Anno Dracula by Kim Newman
|Anno Dracula by Kim Newman|
|Reviewer: Katie Pullen|
|Summary: Queen Victoria has remarried, taking as her new husband none other than Count Dracula. As more and more of London's citizens turn to vampirism, political and social unrest abounds and a serial killer stalks the streets of London looking for fresh vampires to kill. An entertaining and gutsy sequel to Bram Stoker's Dracula, picking up the story from an alternate ending and filling the new vampire world of London with numerous famous characters from literature.|
|Buy? Yes||Borrow? Yes|
|Pages: 560||Date: May 2011|
|Publisher: Titan Books|
The story begins in London. It is 1888 and Queen Victoria is on the throne. She has recently remarried, taking as her husband the infamous vampire Count Dracula. Dracula's influence is all around London as more and more of its citizens turn willingly to vampirism, whilst others resist its temptations. A distinct sense of social and political unrest is in the air as factions speak out against the race of vampires, somehow spurred on by the serial killer at large. Known at first as the Silver Knife, but later as Jack the Ripper, this killer targets young vampire women in Whitechapel, prostitutes who have recently turned to vampirism, known as new-borns.
Setting out to find the murderer is Geneviève Dieudonné, an eternally young vampire thanks to her turning at the age of sixteen, but a woman who has centuries of life behind her. Geneviève works at Toynbee Hall, a place of education and refuge, particularly for new born female vampires and is called upon by Inspector Lestrade to use her vampire wiles to find the killer. Also tasked with finding the killer is Charles Beauregard, a human, given his task by The Diogenes Club, an elusive faction with links to the Government. As the killer's spate of murders continue the two are slowly drawn together into the world of Jack the Ripper, taking their investigation and lives into frightening and intriguing places, set against the backdrop of the increasing unrest on London's streets.
Anno Dracula was originally published in 1992, and is the first in a series of novels. I've enjoyed many vampire novels over the years and was instantly attracted to this book, probably due to the wealth of well-known characters featured within its pages and a desire to discover how exactly Kim Newman was going to fit them all into his story. It certainly is an impressive read from this view point. There is hardly a chapter that goes by without a famous character from literature popping up including Oscar Wilde, Inspector Lestrade, Dr Jekyll, Sherlock and Mycroft Holmes to name but a few, as well as most of the characters from Stoker's Dracula including most notably Jack Seward and Arthur Godalming who are central to the story. You'd think this amount of well-known characters would make the book rather ridiculous, but Newman's prose utterly convinced me that all these characters should be jostling together in Victorian London, helping move the story along where needed or providing interesting asides. However, as there are so many characters it did become rather confusing at times to remember who everyone was, whether vampire or human, and if I had already come across them in the book.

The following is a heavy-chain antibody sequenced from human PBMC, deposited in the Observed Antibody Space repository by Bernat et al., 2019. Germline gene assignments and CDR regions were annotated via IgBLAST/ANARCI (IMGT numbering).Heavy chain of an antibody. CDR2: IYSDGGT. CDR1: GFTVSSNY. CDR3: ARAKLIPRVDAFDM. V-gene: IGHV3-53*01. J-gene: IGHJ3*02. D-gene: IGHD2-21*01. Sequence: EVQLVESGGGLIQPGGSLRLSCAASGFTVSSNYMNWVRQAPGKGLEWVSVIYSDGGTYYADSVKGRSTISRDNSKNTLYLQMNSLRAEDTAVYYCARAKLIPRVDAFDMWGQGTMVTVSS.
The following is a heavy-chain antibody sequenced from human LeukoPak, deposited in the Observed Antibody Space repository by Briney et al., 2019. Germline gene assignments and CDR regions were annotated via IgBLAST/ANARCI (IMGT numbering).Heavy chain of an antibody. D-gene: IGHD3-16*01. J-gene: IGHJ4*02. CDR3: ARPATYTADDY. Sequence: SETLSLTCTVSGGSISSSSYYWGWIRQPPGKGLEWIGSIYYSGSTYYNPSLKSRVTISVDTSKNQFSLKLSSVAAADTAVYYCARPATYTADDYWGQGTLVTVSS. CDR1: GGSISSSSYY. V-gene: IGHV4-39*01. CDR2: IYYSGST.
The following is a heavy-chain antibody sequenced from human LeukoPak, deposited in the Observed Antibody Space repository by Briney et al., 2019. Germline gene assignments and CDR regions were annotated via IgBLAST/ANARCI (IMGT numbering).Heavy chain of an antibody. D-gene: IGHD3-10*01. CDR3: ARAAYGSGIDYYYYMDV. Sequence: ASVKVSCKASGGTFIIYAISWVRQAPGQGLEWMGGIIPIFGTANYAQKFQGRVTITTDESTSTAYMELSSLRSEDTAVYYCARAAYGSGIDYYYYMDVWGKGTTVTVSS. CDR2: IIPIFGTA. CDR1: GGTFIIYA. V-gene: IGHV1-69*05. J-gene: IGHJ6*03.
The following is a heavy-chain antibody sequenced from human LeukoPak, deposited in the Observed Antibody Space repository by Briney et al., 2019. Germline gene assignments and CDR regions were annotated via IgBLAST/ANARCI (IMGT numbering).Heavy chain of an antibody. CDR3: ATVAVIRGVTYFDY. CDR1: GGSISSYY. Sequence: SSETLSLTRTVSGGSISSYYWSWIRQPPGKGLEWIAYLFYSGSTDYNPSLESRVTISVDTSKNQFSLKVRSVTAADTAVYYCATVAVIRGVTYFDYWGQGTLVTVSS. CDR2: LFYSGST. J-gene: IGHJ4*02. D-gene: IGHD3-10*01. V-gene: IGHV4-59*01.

Thankfully the main characters of Geneviève, Beauregard, Jack Seward and Arthur Godalming are given more time by Newman as he crafts his story, allowing us to get to know each of them slowly but surely. Newman allows Seward to fill us in on the events of three years ago when Stoker's story took place, and even if you already know this story well there is no harm in this part of the narrative as it really does flesh out Seward's character and what has happened to him since these events.
The story itself is pretty dark, full of gothic imagery, with London filled with foggy, dangerous streets that come alive after dark and is full of scenes to make your blood curdle. Newman's imagination clearly knows no bounds. Like most novels there are some secondary plots to the main one, but for me there were perhaps too many of these, which unfortunately detract just a little bit too much from the brilliant serial killer thread.
The main plot itself also seems to lose its way a little here and there, probably because of Newman's keenness to fill his pages with famous faces. Geneviève and Beauregard are meant to be finding the killer, but they hardly go about it in the way a detective would, merely thinking about who the killer could be half the time. I really wanted to see them taking evidence to pieces, studying the killer's movements, but alas this was lacking.
That is not to say that this is not a worthwhile read, it really is from start to finish and is sure to appeal to anyone like me who loves a good vampire story. Newman has clearly researched like crazy to make this novel work, whilst setting the scene for the next in the series. It's impressive stuff, if perhaps a little overambitious at times.
I'd like to thank the publishers for sending a copy to The Bookbag.
Further Reading Suggestion: For more vampires try Vampire Apocalypse: A World Torn Asunder by Derek Gunn or Abraham Lincoln Vampire Hunter by Seth Grahame-Smith.
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